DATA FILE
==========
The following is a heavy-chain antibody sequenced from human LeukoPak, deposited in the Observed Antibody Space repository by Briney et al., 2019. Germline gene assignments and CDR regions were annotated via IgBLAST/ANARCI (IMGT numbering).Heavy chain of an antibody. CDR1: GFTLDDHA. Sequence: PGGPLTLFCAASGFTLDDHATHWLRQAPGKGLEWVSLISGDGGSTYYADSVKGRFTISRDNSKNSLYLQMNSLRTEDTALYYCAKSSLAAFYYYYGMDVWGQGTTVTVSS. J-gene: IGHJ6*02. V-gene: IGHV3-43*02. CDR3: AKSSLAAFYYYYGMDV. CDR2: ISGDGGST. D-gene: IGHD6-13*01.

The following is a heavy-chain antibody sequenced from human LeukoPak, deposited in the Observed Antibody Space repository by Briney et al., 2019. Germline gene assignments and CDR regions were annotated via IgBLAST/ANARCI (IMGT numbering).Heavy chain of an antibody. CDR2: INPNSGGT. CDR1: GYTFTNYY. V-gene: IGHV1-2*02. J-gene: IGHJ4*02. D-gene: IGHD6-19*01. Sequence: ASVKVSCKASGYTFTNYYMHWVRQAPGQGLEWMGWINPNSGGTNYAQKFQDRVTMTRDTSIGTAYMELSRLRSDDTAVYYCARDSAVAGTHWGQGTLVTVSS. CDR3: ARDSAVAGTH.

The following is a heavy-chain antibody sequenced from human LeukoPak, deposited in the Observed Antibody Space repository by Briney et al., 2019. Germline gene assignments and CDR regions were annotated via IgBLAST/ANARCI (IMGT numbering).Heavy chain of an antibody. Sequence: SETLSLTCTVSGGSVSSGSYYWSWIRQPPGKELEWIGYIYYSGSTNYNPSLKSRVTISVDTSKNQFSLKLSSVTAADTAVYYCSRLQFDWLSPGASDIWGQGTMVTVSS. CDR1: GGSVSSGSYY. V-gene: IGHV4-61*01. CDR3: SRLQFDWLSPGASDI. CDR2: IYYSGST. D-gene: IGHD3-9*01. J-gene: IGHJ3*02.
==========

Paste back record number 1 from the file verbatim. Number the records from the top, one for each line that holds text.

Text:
The following is a heavy-chain antibody sequenced from human LeukoPak, deposited in the Observed Antibody Space repository by Briney et al., 2019. Germline gene assignments and CDR regions were annotated via IgBLAST/ANARCI (IMGT numbering).Heavy chain of an antibody. CDR1: GFTLDDHA. Sequence: PGGPLTLFCAASGFTLDDHATHWLRQAPGKGLEWVSLISGDGGSTYYADSVKGRFTISRDNSKNSLYLQMNSLRTEDTALYYCAKSSLAAFYYYYGMDVWGQGTTVTVSS. J-gene: IGHJ6*02. V-gene: IGHV3-43*02. CDR3: AKSSLAAFYYYYGMDV. CDR2: ISGDGGST. D-gene: IGHD6-13*01.